THE BLOG
03/18/2013 08:08 am ET Updated May 18, 2013

The Instagrammed Garden, Part 1: Seeds Of Doubt

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It seems strange to me now that I made it to my 30s without gardening. Up until five years ago, I had never known the exquisite, self-congratulatory taste of a strawberry I had grown myself, or the crippling defeat of watching a seemingly perfect tomato vine slowly yellow from the bottom up, wilting my dreams of annoying friends by inviting them over for "brus-KET-ta".

The triumph and tragedy of the urban garden is now as much a part of my life as not liking reality television and wishing my knees didn't look like that. My husband and I have been container gardening for the last four years on our fourth-floor roofdeck, and it's changed our lives (for the better).

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Last year's garden, in full bloom.

When we first moved into the apartment, I was so excited by the idea of having an outdoor space that I went a little nuts. I ordered nine dwarf fruit trees, five raspberry brambles, three blueberry bushes, three grape vines and enough vegetable seed packets to get myself on every seed catalogue's mailing list for the rest of my life.

Pretty much every gardening book you'll find will tell you that's a stupid thing to do. Seasoned gardeners recommend newbies start slowly. Grow some herbs and a pot of tomatoes, get a feel for it. You don't want to be overwhelmed early on and get discouraged by accidentally killing everything.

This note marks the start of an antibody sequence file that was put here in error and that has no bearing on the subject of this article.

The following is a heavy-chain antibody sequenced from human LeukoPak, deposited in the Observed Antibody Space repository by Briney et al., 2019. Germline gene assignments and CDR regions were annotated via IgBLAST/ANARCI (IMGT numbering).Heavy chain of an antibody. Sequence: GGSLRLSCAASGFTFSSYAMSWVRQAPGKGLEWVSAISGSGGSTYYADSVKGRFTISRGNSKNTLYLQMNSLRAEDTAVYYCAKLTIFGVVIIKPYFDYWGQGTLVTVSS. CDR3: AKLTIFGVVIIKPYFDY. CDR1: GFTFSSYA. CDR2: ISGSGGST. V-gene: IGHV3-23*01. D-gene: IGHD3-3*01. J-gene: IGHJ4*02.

I went the other way. We killed a lot of things that first year including one blueberry bush and one grape vine, which were heartbreaking. We also found that we couldn't provide enough indoor light in the winter for our four citrus trees to bloom, so we gave them to my parents in Alabama.

But we also ate fresh salsa made entirely from our garden, tossed little raspberries and blueberries into bowls of yogurt, and grew two ears of corn. TWO.

A lot went wrong, but we were hooked for life.

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My husband Sean with some of our Liberty apples. We got fruit from the peach and apple trees the second year, plums the third and cherries the fourth. This year, we might finally get grapes.